One minute I am sitting in the
green metal lawn chair in my uncle's front yard, talking and laughing with my
aunt while cousins and our children play hide and go seek.
The next minute I feel the
collapse of the rounded legs as they slowly lower me to the ground.
Even though I'm sure the sight of
a 430-pound woman sitting atop a pile of metal is funny, all laughter stops. My
uncle jumps to help me.
Being super morbidly obese I
always try to blend into the wallpaper and not make more of a spectacle of
myself than I already am.
This day, the proverbial cat has
been let out of the bag.
I'm fat, really fat. I break lawn
chairs like twigs. I can't be trusted to sit anywhere.
My uncle brings me a sturdy
dining room chair, which I eye suspiciously. My aunt pats my arm and tells me
it's fine. She never liked that old chair anyway.
I am embarrassed for the rest of
the day. I don't dare eat the three platefuls I would normally eat at lunch. I
take only one piece of cake though I'd love to pile my plate with the four
other desserts as well.
I know I have a problem. I deny
it constantly. I try to push it under the rug. This day I cannot ignore the
I am a really good Christian. I
have never tasted an alcoholic beverage except that one time a "friend" put a
little vodka in my orange juice just so I couldn't say I'd never drank alcohol
before. I've never done drugs, smoked cigarettes, had sex before marriage, gone
to an x-rated movie, watched or listened to pornography. I go to church every
Sunday. I teach Sunday School and small groups. I work in ministry. And I am a
Pastors don't talk about such
things because they like their sweets and breads as much as I do. Mine is the
sanctified sin I don't have to worry about.
Until I begin to break chairs and
the cardiac surgeon tells me my body is too big for my heart and I will be dead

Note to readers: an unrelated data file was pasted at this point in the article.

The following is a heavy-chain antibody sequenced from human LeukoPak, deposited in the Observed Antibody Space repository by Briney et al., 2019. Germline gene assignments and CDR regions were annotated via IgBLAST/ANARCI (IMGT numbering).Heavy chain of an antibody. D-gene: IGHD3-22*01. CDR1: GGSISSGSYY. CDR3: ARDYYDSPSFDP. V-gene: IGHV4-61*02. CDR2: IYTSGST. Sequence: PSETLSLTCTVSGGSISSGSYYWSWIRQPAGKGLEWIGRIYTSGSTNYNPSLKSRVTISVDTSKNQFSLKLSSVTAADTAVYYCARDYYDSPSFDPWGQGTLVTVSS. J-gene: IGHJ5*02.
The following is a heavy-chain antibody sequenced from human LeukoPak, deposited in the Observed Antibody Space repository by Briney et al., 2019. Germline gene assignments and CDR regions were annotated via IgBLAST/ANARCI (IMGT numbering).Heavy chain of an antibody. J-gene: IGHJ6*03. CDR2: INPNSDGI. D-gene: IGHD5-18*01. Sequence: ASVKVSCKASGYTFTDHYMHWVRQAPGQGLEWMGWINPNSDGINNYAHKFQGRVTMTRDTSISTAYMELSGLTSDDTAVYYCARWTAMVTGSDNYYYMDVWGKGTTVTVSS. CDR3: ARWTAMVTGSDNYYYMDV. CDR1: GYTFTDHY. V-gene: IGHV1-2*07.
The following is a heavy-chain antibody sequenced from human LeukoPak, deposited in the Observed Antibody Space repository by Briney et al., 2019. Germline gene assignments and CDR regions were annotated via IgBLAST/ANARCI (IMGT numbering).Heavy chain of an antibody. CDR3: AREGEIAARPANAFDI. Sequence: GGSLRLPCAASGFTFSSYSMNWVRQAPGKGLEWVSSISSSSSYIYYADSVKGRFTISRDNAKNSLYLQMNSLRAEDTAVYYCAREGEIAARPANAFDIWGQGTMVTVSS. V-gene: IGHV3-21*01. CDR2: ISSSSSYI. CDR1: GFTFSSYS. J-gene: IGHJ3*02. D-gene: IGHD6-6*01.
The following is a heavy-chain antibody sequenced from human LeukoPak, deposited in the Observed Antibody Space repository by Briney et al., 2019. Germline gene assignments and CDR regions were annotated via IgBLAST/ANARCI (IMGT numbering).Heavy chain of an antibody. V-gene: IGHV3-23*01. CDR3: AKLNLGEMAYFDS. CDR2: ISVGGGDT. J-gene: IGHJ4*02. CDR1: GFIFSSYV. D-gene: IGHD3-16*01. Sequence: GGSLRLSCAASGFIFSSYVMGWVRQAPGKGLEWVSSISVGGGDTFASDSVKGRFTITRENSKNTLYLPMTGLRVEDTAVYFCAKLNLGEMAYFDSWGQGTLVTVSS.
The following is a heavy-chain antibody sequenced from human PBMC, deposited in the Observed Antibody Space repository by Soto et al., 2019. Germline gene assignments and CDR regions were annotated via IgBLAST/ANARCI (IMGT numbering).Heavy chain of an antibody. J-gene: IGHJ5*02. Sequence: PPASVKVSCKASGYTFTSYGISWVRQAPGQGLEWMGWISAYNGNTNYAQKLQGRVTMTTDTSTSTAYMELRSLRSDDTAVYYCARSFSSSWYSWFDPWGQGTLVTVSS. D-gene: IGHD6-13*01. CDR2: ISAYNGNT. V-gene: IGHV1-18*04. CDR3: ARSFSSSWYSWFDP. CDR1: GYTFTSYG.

in five years if I don't lose a minimum of 100 pounds and keep it off.
This was my life 10 years ago.
Today, I've lost more than 260 pounds
For years when I would pray about
my weight issue God would give me a plan. Stop eating sugar. Eat more lean meat,
vegetables and fruit. Stop eating so much bread.
I could never get past step one.
I thought I would die without sugar. Truth is, I was dying with sugar.
The light bulb moment came
listening to a former alcoholic tell his story. He mentioned that alcohol is
liquid sugar. Then it hit me, if an alcoholic can get free by not drinking
alcohol, maybe I can get free by not eating sugar.
All my life I had wished my
problem was alcohol instead of food. My reasoning was an alcoholic could stop
drinking alcohol because it is not necessary to survival. However, I can't stop
eating because I have to eat to survive.
Understanding that processed
sugar is my nemesis gave me the final motivation to follow what God had been
telling me for 30 years.
So I did. I knew beyond a shadow
of a doubt I was a sugar addict. There wasn't a question in my mind.
Walking Out His Plan
There also was not a question as
to whether this was God's direction. As I looked back through my journals, I
saw the same plan. God had given it to
me at least five times in three decades. I had heard God. I just hadn't
When I began to walk out what I
knew was His plan, I felt His wind at my back propelling me forward to health
and wholeness. It's from this place I can minister. It's from this place I can
complete my assignment here on earth. It's from this place I can live.
Although I have had situations
where I have strayed, I always come back to what I know is right for me.
In this place of obedience, there
is freedom, real freedom. It's not just flowery words. It is real
honest-to-goodness, I-feel-it-down-in the-tips-of-my-toes freedom.
When I go to a family gathering
today, I am not pulled towards the desserts. I eat fruit and salad and meat. I
make sure there are those choices because I bring them myself. Honestly, processed sugar is not something I
want to eat today.
Sanctified sin enslaves the same
as any other lifestyle that is contrary to God's best for us here on earth. And
it certainly never tastes as good as freedom feels.
Teresa Shields Parker